I started with Cassie O’Pia and thought if I was going to mangle constellations I might as well see if there were any others I could use, so I bought The Dummies Guide to Astronomy and went through the index. It gave me Marfak West (a star in the Cassiopeia constellation) and Aldebran Boswell (the star Aldebaran, but I kept mistyping it.) And, of course Orion and the Onion.
Some of the pirates have names that are awful puns – Trudi Storme, for example. And I chose other names as the punchlines to awful jokes – apologies to Tim Burre and Ewan Hughes.
Character names are very important: wherever I get them from, they have to feel right and fit the personality of the character.
How important is Wales and being Welsh to your writing? Does it have any influence?
It’s very important. The off-beat humour, the love of a good song, dragons! I love the way Welsh legends and folktales are often tied to places – Llyn y Fan Fach, Beddgelert, Caer Idris – and I tried to do the same thing in my books. The people of Dragon Island have a legend of Orion, but it’s grown out of the landscape of the island and is very different to the legend of Orion the mariner from book one.
I haven’t set any books in real-life Wales yet, but my next book is set in a fictional town on the border of Wales and England, so I’m getting closer.
What other authors are you friends with and how do they support you (or are they a hindrance)?
They’re only a hindrance when I have to drop everything to read their books, which happens often. Seriously, children’s authors are a wonderful, supportive group and I’ve made many friends in Wales and beyond.
We understand that you will be releasing another book before the third pirate book, which sounds like it may be for slightly older readers. Was it a conscious decision to do something different? (and what more can you tell us about that book?)
It was a decision made with my editors. I have a third pirate book in my head but I also had an idea for something very different and my editors loved it, so we decided I should write that one first. It’s a Victorian mystery, set in the fictional town of Wyse, the only town in Britain where fairy magic still works. Twelve-year-old Ava and her brother go there to work, and they soon find themselves in the middle of a very sinsiter plot. The story has the humour of the pirate books, but it’s a touch darker, with some very creepy villains and a sarcastic talking book of prophecy.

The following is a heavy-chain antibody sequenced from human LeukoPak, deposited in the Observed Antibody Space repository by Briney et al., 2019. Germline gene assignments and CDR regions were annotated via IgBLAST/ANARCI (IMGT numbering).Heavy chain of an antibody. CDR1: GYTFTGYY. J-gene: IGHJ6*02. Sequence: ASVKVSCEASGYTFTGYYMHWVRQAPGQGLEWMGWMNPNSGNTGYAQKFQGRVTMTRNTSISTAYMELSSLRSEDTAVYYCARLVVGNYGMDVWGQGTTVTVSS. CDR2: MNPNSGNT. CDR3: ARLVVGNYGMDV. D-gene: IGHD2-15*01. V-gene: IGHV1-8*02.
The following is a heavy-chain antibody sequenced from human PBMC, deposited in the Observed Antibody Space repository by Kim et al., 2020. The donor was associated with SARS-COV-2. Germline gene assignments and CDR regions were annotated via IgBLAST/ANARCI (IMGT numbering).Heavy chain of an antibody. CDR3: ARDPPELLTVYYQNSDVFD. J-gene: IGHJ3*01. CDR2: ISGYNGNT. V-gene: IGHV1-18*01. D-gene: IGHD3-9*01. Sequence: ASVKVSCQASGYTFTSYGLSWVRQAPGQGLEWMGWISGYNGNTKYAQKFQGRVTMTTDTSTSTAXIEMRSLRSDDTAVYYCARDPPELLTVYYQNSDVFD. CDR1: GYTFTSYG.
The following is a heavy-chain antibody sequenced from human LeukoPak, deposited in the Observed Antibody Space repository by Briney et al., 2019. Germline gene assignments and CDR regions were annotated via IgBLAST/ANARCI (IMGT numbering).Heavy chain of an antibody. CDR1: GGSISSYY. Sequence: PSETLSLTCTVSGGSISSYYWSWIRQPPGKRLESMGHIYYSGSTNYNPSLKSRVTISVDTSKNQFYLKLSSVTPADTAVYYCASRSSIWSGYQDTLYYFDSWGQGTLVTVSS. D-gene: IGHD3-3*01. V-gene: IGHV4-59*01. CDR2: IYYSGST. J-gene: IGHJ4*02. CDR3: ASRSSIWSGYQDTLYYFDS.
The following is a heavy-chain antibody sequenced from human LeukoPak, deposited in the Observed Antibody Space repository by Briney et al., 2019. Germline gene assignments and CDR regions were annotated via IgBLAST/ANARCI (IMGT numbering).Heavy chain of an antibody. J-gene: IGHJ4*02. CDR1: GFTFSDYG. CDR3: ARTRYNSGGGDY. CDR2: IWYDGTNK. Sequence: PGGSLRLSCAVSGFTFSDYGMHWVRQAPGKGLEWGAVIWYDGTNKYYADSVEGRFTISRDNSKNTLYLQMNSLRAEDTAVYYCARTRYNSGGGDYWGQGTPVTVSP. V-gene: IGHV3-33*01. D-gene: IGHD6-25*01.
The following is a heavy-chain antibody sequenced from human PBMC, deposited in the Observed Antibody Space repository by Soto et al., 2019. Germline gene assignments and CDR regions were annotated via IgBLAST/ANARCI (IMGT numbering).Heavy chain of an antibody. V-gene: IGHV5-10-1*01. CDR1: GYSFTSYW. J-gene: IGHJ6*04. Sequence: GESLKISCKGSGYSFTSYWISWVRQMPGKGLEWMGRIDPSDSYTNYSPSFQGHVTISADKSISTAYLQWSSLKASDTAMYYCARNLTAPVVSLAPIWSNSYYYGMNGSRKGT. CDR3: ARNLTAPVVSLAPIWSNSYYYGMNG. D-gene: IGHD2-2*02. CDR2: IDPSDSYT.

If you weren’t an author what would you do?
I used to work in the science library at Cardiff University and I had planned to get my professional qualifications and become a subject librarian. It was a great place to work and I’m still friends will all my ex-colleagues. If I hadn’t got my book deal I’d still be there.
What’s your best pirate joke?
What’s the pirate capital of Wales? Carrrrrrrdiff!
The Voyage to Dragon Island is published by Macmillan Children’s Books and is available online or in your local bookshop.
“This is a great series for readers of nine or ten who want fun, page-turning fantasy adventure!” Barnes & Noble
“With an ocean full of danger, dragons, dinosaurs, plenty of knockabout humour, some brilliant plot twists, heartwarming friendships and a brilliant bunch of pirates, you really wouldn’t want to miss the boat!” Lancashire Post
“At the heart of this riotous book there are life-affirming messages of resilience, self-belief and friendship. We loved it!” Family Bookworms